I'm A Jew, And I Tried To Speak With The Man Holding This Sign

It's about time we started facing the people that hate us.

A little more than two years ago, I took a picture of a man holding a sign that said "Jews control America."

Yesterday, I left my office in Manhattan to get some Chinese food for lunch. On the way, I saw the same man outside my office, holding a similar sign, but this one said, "GOOGLE IT! The Jews funded black slavery."

He was standing at the intersection of 42nd and 2nd Avenue, one of the busiest parts of Manhattan, made even busier this week by the last U.N. General Assembly of President Obama's term. Midtown has been flooded with people from all over the world, and they were all getting an eyeful of his sign. As I walked by him on my way to lunch, I told myself that this was just another crazy person in New York, and tried not to let it get under my skin.

But on my way back, food in hand, I couldn't help but stop. I saw swathes of people walking by and saw the way they took in his sign, reading this message for a brief moment before looking away. I swear I even saw a few people pull out their phones and Google it. So I stopped.

"Why?" I asked him simply, cutting straight to the point.

"Awareness," he said.

"Do you think this is bringing people together?" I asked him.

"Fuck bringing people together. It's about the truth. Jews run this country and get away with everything they do. Nobody ever says Jews do anything bad," he responded. I could feel the venom coming to the surface. 

"Because they run the media?" I asked him, remembering all the people on Twitter who have called me a slimy Jew and told me I was part of a mass media conspiracy for being a Jewish reporter.

"Because they run the fucking world. The whole fucking country!"

"C'mon, man... you can't honestly believe that. Jews were some of the first slaves."

"Did you learn about Jews funding slavery in high school?"

"Well, no, but I learned about —"

"Exactly. They run the fucking country."

"Well, what do you want? What's your goal?"

At this point, I wasn't sure what he'd say. I thought maybe he'd tell me he just wanted an apology from a Jewish coalition. Maybe he wanted reparations for the black community. But instead he said something far more vile than I would have guessed.

"A holocaust," he told me plainly. "A big fucking holocaust."

As you might imagine, this answer sort of sent me — someone who knows Holocaust survivors, has interviewed Holocasut survivors, has lived in Israel and met Jews who fled Europe during World War II — into a bit of a rage.

I wish I had kept my cool, found a way to reason with this man, but I couldn't. Instead, I reminded him that we already had a Holocaust. I told him that six million Jews died in that Holocaust. I told him to take off his cross because he wasn't doing God's work. I told him he was disgusting and should be ashamed of himself.

But when I got back to my office, I couldn't help but Google it. "Jews funded black slavery." One of the top results was a story on the website of David Duke, the white nationalist who has endorsed Donald Trump for president. In case you forget, Duke was the man Trump at first refused to disavow.

And it's true, Jews did play a part in the funding of black slavery. But so did millions of people and millions of non-Jews. It's also true that free blacks owned African-American slaves in each of the first 13 colonies. People of all creeds participated in this horrible, ugly history of ours. But this man's previous signage, his admitted desire for a holocaust, is proof that it isn't about a grudge against Jews for slavery. It's about a hatred for Jews, period.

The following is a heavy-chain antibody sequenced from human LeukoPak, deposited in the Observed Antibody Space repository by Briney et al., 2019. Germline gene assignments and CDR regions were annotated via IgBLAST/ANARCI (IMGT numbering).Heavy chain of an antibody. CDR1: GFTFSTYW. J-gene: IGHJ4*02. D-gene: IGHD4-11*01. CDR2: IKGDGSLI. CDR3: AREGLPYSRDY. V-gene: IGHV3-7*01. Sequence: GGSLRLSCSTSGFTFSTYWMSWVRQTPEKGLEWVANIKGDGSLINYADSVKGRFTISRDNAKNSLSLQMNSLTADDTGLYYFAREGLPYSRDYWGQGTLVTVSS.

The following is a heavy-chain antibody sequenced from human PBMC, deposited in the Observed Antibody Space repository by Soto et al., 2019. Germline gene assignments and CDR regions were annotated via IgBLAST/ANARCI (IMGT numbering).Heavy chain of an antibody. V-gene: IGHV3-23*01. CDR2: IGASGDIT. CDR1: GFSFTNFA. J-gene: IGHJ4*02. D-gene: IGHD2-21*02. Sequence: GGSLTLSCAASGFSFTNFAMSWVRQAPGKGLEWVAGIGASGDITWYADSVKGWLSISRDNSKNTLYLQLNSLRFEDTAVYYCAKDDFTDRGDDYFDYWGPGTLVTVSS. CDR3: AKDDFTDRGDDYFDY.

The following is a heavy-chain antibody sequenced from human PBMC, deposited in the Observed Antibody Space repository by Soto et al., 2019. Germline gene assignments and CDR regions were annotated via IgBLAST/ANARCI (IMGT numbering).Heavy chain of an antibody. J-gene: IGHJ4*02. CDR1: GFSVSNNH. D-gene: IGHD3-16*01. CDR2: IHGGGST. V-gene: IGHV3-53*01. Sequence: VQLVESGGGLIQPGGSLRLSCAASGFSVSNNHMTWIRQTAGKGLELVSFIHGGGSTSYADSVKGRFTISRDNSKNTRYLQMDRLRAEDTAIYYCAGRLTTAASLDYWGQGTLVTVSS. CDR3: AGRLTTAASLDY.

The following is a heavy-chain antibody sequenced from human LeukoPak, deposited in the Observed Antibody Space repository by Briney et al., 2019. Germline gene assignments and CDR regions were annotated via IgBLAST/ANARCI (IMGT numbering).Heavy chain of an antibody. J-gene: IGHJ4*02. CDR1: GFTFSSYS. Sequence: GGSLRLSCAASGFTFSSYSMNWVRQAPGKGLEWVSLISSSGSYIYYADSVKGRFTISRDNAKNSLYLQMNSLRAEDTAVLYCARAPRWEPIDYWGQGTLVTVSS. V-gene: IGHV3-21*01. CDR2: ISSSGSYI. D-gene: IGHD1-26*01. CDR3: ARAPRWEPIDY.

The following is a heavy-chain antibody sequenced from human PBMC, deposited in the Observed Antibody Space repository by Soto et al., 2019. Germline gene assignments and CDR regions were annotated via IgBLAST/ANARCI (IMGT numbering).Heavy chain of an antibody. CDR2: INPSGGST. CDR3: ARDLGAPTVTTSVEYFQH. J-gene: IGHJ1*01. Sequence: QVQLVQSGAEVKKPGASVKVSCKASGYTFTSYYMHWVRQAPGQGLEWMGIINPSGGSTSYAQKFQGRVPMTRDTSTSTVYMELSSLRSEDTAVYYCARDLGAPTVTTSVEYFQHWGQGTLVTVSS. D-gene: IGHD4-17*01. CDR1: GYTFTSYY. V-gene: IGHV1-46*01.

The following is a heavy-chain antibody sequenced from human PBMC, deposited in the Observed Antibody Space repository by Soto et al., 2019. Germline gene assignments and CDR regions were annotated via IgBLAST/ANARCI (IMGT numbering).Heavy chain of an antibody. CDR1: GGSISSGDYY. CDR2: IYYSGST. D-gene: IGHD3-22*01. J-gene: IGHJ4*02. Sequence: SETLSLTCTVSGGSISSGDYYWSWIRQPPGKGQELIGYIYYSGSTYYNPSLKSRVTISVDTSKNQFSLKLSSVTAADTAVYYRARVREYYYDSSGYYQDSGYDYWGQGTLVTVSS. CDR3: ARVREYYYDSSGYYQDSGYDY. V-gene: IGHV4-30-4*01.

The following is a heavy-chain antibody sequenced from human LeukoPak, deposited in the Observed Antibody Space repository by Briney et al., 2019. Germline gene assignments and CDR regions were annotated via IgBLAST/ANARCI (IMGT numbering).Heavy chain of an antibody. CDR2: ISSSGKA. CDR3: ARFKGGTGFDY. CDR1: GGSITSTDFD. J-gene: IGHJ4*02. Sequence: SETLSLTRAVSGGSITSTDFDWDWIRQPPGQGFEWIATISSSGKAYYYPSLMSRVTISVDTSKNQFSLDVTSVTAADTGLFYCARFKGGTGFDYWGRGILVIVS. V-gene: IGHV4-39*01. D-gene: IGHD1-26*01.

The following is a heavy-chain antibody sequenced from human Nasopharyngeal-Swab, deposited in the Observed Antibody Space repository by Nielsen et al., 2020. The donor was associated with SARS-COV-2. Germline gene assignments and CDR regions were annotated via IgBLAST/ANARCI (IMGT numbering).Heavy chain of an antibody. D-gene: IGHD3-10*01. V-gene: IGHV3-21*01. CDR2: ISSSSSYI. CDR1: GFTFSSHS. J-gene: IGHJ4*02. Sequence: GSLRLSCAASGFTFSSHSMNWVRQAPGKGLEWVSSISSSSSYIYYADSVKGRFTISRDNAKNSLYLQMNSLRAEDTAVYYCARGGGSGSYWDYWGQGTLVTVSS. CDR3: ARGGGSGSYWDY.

Unfortunately, this isn't just about some "crazy person" in midtown. 

I can't stress this enough: these people are here. They are alive. They are emboldened. They are fervent. They are passionate. And they are exercising their free speech in more powerful, effective ways than the people that oppose them. 

This is not just a whackjob in Midtown. It's Donald Trump Jr. comparing refugees to Skittles. It's Trump himself retweeting statistics and pictures from white nationalist message boards. It's Chris Christie claiming Donald Trump stopped talking about the birther movement after Obama gave us his certificate (he didn't, he continued to question Obama's place of birth until last Friday). It's Breitbart and Kellyanne Conway and Drudge Report and the millions of people who repeat, share, and believe their messages of hate.


An activist protests at a Donald Trump rally.
An activist protests at a Donald Trump rally. Peter Carney / Shutterstock.com

Unfortunately, I wasn't able to have a productive conversation with this man, but I tried. Now I'm asking you to try, too. Silence in the face of this kind of hate is no longer enough. We all must work to end divisive rhetoric that is forcing American communities back into their own corners, into their own clans.

After I posted about this incident on Facebook, I had friends comment and message me saying they were shocked this kind of thing still existed. Apologizing, saying they loved me, maybe cracking a joke or two to the lighten the situation. It felt great, it was good to know those people were there for me, but it's also important to recognize that just like them, I don't see the hate that other Americans have to face either. 

So do your part. If you hear someone say something that you know isn't true, correct them. Or engage them in a conversation. If you see someone post a fabricated story on Facebook that's promoting hateful a ideology, call them on it. Correct them. Open a conversation. If you believe in standing up for a diverse, tolerant and welcoming country, join me in pushing back against men like this.

For so many in the United States, it's the absolute least we can do.

Isaac Saul is a reporter for A Plus and host of his weekly Facebook live show "A Grain of Saul." You can follow him on Twitter here